A stereo system containing four ESP1 panels per loudspeaker driven by a P3A amplifier using +/-35V supplies will satisfy almost anyone for listening to jazz and orchestral music in a domestic environment, even if you like to listen at realistic levels. If you want more dB, the solution is to increase the number of ESP1 panels.
The simplest way to add more panels is to put two panels together, one behind the other. This increases the output by 6dB compared to a single panel. The two panels should be sealed together: with double-sided tape. If you use this approach, and double the number of panels in a complete system, the system output will increase by 6dB SPL. The downside is that the amplifier will have to cope with a load of twice the capacitance.
Double panels can also be used to make a more compact system. Two double panels stacked vertically and offset horizontally by 20°, will give the same sound pressure level as a four panel vertical stack, and still provide a good high frequency dispersion, reducing to about +/- 40° at 10kHz.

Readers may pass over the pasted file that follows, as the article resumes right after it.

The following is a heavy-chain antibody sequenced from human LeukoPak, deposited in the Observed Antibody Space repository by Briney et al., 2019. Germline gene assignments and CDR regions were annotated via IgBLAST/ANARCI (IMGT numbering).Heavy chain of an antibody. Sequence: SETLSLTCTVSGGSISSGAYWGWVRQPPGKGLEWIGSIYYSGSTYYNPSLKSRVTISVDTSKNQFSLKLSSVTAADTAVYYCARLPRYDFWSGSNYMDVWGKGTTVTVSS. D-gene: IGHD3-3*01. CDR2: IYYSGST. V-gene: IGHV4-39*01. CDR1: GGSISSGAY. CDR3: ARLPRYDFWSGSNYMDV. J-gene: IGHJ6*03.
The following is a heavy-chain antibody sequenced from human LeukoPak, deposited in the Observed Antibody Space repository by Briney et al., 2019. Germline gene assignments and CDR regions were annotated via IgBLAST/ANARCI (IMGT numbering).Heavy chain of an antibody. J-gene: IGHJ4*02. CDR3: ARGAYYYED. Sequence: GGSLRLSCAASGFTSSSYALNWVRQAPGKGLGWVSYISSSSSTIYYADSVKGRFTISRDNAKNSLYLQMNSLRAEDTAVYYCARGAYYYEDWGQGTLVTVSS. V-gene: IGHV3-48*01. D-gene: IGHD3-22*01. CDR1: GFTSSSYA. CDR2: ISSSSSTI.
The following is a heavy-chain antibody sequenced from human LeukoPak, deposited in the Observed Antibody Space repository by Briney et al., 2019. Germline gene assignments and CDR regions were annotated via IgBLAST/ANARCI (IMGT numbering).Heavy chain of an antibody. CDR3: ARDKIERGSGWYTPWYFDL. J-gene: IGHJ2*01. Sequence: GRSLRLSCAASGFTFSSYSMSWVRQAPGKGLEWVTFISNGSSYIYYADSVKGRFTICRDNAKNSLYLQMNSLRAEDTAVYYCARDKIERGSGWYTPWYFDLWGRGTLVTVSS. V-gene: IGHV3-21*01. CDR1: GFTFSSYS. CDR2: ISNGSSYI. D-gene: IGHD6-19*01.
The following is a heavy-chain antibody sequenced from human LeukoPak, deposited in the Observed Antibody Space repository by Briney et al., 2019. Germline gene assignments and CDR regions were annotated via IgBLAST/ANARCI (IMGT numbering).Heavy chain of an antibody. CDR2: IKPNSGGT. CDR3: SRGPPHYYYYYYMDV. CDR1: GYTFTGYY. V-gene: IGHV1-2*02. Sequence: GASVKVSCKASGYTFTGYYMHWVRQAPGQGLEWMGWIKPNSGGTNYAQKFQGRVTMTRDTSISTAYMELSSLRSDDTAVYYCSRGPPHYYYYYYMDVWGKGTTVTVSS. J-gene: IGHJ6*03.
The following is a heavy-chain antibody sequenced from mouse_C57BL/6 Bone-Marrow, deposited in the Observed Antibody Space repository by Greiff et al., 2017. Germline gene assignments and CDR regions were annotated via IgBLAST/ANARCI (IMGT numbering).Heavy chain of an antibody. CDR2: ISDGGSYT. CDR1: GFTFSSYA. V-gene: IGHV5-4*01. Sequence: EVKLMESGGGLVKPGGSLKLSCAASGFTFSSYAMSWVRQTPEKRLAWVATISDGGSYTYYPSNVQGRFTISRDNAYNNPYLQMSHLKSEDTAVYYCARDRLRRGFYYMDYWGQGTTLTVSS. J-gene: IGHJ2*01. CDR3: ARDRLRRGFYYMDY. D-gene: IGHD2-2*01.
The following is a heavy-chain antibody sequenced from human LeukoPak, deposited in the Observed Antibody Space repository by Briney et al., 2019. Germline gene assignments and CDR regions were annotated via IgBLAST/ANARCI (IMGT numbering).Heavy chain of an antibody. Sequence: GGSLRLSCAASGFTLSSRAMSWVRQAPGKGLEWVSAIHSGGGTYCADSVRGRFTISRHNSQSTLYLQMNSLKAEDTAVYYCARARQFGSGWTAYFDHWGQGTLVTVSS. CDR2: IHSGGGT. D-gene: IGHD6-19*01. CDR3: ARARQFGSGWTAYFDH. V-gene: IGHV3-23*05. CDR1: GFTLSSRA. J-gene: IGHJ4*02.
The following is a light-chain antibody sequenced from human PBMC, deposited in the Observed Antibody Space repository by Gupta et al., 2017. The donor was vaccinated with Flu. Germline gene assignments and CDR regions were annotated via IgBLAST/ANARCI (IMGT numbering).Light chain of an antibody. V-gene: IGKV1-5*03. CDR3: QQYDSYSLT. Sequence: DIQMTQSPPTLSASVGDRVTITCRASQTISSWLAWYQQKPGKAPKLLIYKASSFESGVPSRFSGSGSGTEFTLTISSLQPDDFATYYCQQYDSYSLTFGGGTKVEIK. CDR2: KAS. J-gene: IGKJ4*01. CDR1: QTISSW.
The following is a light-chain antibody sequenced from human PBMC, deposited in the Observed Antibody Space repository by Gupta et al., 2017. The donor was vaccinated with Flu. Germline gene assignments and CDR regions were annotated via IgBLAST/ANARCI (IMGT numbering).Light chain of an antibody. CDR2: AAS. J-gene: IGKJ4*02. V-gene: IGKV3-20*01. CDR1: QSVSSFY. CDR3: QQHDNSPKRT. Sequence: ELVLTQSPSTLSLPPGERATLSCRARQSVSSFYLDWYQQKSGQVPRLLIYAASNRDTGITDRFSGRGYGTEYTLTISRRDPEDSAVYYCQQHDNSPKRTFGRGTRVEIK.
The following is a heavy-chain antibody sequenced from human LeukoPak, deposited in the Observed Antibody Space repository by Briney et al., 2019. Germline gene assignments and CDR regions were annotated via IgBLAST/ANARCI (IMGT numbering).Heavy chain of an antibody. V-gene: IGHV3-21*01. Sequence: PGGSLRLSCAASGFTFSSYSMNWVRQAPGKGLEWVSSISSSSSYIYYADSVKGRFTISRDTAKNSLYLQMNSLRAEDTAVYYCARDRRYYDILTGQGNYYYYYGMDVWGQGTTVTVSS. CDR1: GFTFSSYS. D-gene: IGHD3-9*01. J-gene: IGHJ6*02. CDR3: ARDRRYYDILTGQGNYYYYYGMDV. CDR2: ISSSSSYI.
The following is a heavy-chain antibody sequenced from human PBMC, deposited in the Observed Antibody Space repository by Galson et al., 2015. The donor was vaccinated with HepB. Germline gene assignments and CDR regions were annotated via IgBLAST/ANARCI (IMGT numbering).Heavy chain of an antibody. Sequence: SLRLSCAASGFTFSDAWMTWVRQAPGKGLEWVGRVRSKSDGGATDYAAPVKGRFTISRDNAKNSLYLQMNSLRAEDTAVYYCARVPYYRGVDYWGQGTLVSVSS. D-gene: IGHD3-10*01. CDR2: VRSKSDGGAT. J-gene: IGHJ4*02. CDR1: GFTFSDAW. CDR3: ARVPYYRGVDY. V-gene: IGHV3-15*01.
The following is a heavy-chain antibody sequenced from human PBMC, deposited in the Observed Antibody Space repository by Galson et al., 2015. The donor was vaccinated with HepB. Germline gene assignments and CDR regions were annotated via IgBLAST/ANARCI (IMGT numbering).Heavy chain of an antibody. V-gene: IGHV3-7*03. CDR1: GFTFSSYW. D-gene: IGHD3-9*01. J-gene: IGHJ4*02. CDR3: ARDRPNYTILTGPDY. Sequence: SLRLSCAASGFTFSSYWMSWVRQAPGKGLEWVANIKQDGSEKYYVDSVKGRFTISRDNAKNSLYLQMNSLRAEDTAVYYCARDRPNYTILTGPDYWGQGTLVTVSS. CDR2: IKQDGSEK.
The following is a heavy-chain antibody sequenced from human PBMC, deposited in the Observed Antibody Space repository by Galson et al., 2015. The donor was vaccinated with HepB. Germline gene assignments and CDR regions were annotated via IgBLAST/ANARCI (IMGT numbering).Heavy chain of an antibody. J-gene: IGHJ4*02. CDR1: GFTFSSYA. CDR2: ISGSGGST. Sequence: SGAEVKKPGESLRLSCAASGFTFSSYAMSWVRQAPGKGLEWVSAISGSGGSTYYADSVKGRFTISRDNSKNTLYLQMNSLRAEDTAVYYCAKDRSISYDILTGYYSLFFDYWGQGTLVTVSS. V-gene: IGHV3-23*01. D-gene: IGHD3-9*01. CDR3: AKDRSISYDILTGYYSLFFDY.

An alternative approach is to increase the stack of single panels to six per loudspeaker. The offset between panels should be reduced to 15°. This will give even better dispersion, and increase the output by about 3.5dB for the system.
Please bear in mind that we can't comment at this stage on loads of more than 4 ESP1 panels per amplifier. Testing is continuing, and we will advise how to tackle this issue soon. One possibility is to use a pair of amps, each driving a set of transformers and panels, but this is a rather costly approach.
Part 1 Part 2
|Copyright Notice.This article, including but not limited to all text and diagrams, is the intellectual property of Tony Rendle and Rod Elliott, and is Copyright © 2005. Reproduction or re-publication by any means whatsoever, whether electronic, mechanical or electro-mechanical, is strictly prohibited under International Copyright laws. The authors (Tony Rendle & Rod Elliott) grant the reader the right to use this information for personal use only, and further allow that one (1) copy may be made for reference while constructing the project. Commercial use is prohibited without express written authorisation from Tony Rendle and Rod Elliott.|